Craig begins his training on Memorial Day weekend. He uses this early start to scout, set up trail cams, check his equipment, and to begin shooting his bow. He suggests some off season exercise routines. Craig points out that he weighed himself one day with gear and discovered that he was carrying 57 pounds of hunting equipment with him!

Craig points out that in the Volunteer Hunters Study , an amazing study by the Department Lacrosse Exercise and Health Program, University of Wisconsin-La Crosse, the researchers found that “during the dragging test, the heart rates of the men jumped to as high as 180 beats a minute, about 95% of their maximum heart rate, after just five minutes of dragging. Their breathing rates exceeded their ventilatory thresholds, meaning that they were taking in oxygen faster than they could use it.”

Craig notes that “It seems like everything I’ve read lately talks about how heart attacks are the biggest killer among hunters, even more than careless hunting practices. Things like falls, being in remote areas, environmental stresses (heat, cold, wind, rain or snow), body abuse, heavy clothes, greater load and poor diet can all contribute to heart attacks. With all the gear we carry and dragging out a deer can cause more stress than the heart can handle. … Plus, hunting is so much more fun and safer when you’re not tired or out of breathe. It’s like any other sport; you play better if you are in shape.”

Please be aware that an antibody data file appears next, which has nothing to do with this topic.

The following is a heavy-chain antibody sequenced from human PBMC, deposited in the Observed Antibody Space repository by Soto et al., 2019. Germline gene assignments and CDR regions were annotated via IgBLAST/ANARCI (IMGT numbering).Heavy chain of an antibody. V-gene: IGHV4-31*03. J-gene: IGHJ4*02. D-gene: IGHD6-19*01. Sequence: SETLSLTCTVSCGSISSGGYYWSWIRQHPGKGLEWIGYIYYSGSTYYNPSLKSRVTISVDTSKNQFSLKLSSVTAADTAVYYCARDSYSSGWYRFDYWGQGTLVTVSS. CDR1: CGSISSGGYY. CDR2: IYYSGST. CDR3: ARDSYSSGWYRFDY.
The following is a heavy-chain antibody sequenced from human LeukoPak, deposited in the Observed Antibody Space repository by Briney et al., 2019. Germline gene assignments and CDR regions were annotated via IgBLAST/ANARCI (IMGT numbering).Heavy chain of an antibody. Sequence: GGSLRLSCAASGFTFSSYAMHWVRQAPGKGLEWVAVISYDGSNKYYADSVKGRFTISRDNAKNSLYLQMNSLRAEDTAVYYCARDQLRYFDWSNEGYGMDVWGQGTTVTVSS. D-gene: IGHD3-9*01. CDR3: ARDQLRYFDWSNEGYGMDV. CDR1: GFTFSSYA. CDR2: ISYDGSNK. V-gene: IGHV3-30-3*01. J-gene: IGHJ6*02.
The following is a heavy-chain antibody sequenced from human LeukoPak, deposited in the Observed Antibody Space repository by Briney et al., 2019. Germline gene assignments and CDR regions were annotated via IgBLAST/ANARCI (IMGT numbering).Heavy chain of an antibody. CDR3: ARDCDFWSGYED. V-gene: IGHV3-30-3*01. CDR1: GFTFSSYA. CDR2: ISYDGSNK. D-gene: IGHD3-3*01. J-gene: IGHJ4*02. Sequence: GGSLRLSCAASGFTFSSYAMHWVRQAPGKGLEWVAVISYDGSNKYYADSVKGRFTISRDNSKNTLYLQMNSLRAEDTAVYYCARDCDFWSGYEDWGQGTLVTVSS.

4. Hunting Preparation Is More Than Just Equipment from CreatingTheLuck.com